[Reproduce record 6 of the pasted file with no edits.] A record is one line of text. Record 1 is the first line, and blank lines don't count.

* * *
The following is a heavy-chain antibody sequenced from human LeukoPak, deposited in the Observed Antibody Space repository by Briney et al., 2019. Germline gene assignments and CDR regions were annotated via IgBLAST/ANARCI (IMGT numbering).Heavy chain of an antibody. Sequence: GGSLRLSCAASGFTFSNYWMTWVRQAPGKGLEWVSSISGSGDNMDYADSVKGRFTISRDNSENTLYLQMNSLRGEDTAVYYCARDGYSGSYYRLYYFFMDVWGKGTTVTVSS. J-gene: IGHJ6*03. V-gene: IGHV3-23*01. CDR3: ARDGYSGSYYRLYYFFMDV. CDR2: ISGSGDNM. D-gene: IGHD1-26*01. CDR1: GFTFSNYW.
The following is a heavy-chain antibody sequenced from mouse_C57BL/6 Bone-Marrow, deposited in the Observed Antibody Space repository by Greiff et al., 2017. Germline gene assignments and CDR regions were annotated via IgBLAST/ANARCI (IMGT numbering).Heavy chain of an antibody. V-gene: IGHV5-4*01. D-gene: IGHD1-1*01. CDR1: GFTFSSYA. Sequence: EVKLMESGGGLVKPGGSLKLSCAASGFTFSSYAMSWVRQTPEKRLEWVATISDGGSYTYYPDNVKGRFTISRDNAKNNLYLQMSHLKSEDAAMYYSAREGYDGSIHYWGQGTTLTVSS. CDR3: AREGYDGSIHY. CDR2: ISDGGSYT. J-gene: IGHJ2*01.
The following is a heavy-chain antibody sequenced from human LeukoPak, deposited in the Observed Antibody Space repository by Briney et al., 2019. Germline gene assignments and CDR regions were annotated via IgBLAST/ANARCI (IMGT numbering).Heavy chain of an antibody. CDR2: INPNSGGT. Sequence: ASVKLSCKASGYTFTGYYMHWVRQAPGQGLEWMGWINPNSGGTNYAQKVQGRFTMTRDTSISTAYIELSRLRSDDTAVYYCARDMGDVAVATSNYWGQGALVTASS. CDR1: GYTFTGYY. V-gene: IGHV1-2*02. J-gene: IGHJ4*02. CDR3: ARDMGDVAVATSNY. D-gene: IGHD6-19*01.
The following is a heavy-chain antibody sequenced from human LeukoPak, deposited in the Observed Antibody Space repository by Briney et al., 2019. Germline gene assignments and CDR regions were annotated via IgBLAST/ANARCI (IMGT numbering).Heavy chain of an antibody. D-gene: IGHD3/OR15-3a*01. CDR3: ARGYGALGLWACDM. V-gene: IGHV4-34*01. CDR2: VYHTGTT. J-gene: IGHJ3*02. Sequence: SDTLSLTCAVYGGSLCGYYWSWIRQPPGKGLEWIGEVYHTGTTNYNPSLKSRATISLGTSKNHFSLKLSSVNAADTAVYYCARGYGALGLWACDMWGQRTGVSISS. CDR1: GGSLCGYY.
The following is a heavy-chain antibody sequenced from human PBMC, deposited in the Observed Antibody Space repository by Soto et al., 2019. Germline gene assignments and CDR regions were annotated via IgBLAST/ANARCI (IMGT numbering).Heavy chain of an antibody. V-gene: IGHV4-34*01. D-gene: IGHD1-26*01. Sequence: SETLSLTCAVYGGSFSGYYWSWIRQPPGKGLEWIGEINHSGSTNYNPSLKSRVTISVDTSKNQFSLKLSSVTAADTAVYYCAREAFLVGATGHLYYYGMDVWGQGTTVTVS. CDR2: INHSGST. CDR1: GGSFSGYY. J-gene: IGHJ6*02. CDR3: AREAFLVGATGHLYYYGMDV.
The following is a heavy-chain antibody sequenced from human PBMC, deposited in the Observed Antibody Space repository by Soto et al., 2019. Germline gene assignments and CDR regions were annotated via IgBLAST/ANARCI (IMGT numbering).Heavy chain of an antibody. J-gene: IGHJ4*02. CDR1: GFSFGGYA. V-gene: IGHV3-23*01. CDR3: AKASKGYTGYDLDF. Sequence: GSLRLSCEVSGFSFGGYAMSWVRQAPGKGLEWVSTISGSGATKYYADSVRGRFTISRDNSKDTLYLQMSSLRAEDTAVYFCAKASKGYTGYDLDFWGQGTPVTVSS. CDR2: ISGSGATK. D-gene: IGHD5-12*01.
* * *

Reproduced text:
The following is a heavy-chain antibody sequenced from human PBMC, deposited in the Observed Antibody Space repository by Soto et al., 2019. Germline gene assignments and CDR regions were annotated via IgBLAST/ANARCI (IMGT numbering).Heavy chain of an antibody. J-gene: IGHJ4*02. CDR1: GFSFGGYA. V-gene: IGHV3-23*01. CDR3: AKASKGYTGYDLDF. Sequence: GSLRLSCEVSGFSFGGYAMSWVRQAPGKGLEWVSTISGSGATKYYADSVRGRFTISRDNSKDTLYLQMSSLRAEDTAVYFCAKASKGYTGYDLDFWGQGTPVTVSS. CDR2: ISGSGATK. D-gene: IGHD5-12*01.